Tag Archives: tumor

PUBLISHED: Laparoscopic Resection of Gastric GIST Tumor

Laparoscopic Resection of Gastric GIST Tumor
Daniel Rice1David Rattner, MD2
1Lake Erie College of Osteopathic Medicine
2Massachusetts General Hospital

This case illustrates a laparoscopic resection of a gastrointestinal stromal tumor (GIST): the most common mesenchymal tumor found in the gastrointestinal tract. GISTs can be found anywhere along the gastrointestinal tract; however, they are most commonly found in the stomach and small intestine. These tumors are often associated with mutations in the KIT (receptor tyrosine kinase) and PDGFRA (platelet-derived growth factor receptor alpha) genes. Because it is difficult to achieve a permanent cure using protein tyrosine kinase inhibitors, such as imatinib, surgical resection is the recommended therapy in most cases. While the surgical approach may vary on tumor characteristics, the laparoscopic approach is associated with low perioperative morbidity and mortality.

PUBLISHED: Anterior Skull Base Resection of Esthesioneuroblastoma (Endoscopic)

Anterior Skull Base Resection of Esthesioneuroblastoma (Endoscopic)
David W. Jang, MD¹; Ali R. Zomorodi, MD¹; Feras Ackall, MD¹; Josef Madrigal, BS²; C. Scott Brown, MD¹
¹Duke University Medical Center
²David Geffen School of Medicine at the University of California, Los Angeles

First described by Berger in 1924, esthesioneuroblastoma (ENB) remains a rare sinonasal tumor believed to originate from specialized sensory olfactory cells. To date, the literature includes 1,000 recorded cases of ENB. Patients with ENB often present with non-specific symptoms, most often chronic nasal obstruction or epistaxis. Careful examination may reveal a pink or brown polyploid mass in the nasal cavity. Overall, ENB may demonstrate various growth patterns ranging from slow, indolent progression to aggressive invasion with widespread metastasis.

Current literature indicates that ENB should be treated with a combination of surgical resection and postoperative radiation therapy with or without chemotherapy. However, significant controversy remains regarding the appropriate surgical approach. This video demonstrates a transnasal endoscopic approach, which has gained significant popularity over the previous two decades compared to classic “open” approaches. Although this approach demonstrates improved perioperative outcomes while still achieving oncologic margins, further work is required to evaluate long-term survival.

PUBLISHED: Minimally Invasive Parathyroidectomy Under Local Cervical Block Anesthesia for Primary Hyperparathyroidism and Parathyroid Adenoma

Minimally Invasive Parathyroidectomy Under Local Cervical Block Anesthesia for Primary Hyperparathyroidism and Parathyroid Adenoma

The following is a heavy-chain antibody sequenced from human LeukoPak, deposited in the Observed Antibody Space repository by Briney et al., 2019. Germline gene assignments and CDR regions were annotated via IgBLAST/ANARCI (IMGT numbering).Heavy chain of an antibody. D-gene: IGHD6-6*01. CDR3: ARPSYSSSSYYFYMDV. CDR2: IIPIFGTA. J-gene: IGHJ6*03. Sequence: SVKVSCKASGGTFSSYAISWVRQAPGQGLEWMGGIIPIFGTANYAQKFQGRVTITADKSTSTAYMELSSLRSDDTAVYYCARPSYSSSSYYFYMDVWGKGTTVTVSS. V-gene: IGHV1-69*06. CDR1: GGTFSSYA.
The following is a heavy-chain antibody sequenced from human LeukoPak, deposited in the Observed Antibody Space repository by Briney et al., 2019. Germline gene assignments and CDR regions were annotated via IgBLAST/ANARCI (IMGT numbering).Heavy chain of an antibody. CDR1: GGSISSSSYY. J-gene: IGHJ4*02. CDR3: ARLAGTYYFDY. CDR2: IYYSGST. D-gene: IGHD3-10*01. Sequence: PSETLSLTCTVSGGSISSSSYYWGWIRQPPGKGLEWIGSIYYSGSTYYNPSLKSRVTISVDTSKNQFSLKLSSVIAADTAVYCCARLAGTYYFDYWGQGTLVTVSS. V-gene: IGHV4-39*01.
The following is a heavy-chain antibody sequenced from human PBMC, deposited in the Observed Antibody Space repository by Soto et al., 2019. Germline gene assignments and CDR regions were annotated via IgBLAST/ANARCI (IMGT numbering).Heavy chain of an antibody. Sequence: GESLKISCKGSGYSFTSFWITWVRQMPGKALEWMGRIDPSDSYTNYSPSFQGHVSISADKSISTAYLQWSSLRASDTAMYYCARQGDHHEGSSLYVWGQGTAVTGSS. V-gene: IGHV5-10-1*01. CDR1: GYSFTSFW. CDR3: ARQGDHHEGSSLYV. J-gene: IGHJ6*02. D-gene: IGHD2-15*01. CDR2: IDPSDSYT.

Tobias Carling, MD, PhD, FACS
Yale School of Medicine

With improvement in both preoperative parathyroid tumor identification and the use of intraoperative parathyroid hormone assay, minimally invasive parathyroidectomy (MIP) is now performed more frequently in patients with primary hyperparathyroidism (pHPT). Still, many institutions are not familiar with performing MIP under regional or local anesthesia. Here, Dr. Tobias Carling presents an MIP performed under local cervical block anesthesia on a patient with pHPT and parathryoid adenoma.

PREPRINT RELEASE: Right Posterior Retroperitoneoscopic Adrenalectomy

Right Posterior Retroperitoneoscopic Adrenalectomy
Smilow Cancer Hospital at Yale New Haven

Tobias Carling, MD, PhD, FACS
Associate Professor of Surgery
Yale School of Medicine

One of the early adaptors of the approach, Tobias Carling, MD, PhD, FACS, performs a right posterior retroperitoneoscopic adrenalectomy on a patient that presented with subclinical Cushing's syndrome. Specifically, she had elevated urinary cortisol, failed a dexamethasone suppression test, and had a growing adrenal tumor as revealed by serial imaging. Due to the patient’s anatomy, Dr. Carling used a lateral approach to ligating the right adrenal vein; this video includes his usual medial approach as an additional module.

PREPRINT RELEASE: Intraventricular Tumor Resection

Intraventricular Tumor Resection
Charite Hospital Berlin
PD Dr. med. Marcus Czabanka

Neurosurgeon Marcus Czabanka treats an intraventricular tumor found in a patient with persistent headaches by resecting the tumor via an interhemispheric transcallosal approach.

PREPRINT RELEASE: Parotid Dissection (Cadaver)

Parotid Dissection (Cadaver)
Duke University Medical Center
Ramon M Esclamado MD, MS
Professor, Department of Surgery
Chief, Division of Head and Neck Surgery & Communication Sciences

Dr. Esclamado instructs a cadaver lab at Duke University Hospital to assist resident training on a standard parotid dissection. The approach should be adjusted depending on tumor malignancy, as Dr. Esclamado explains.

PREPRINT RELEASE: Resection of a Sphenoid Wing Meningioma

Resection of a Sphenoid Wing Meningioma
Charite Hospital Berlin
Marcus Czabanka PD Dr. Med.

Watch as Dr. Czabanka navigates delicate territory to expose and excise a meningioma from the sphenoid wing of a symptomatic patient. Use of the microscope becomes crucial to prevent damage to healthy tissue while devascularizing the tumor.

PREPRINT RELEASE: Open Antrectomy, Duodenal Resection, and Gastrojejunostomy for a Multiple Endocrine Neoplasia Tumor

Open Antrectomy, Duodenal Resection, and Gastrojejunostomy for a Multiple Endocrine Neoplasia Tumor
David Berger, MD
Department of Orthopedic Surgery, Children’s Hospital Associate Professor of Surgery, Massachusetts General Hospital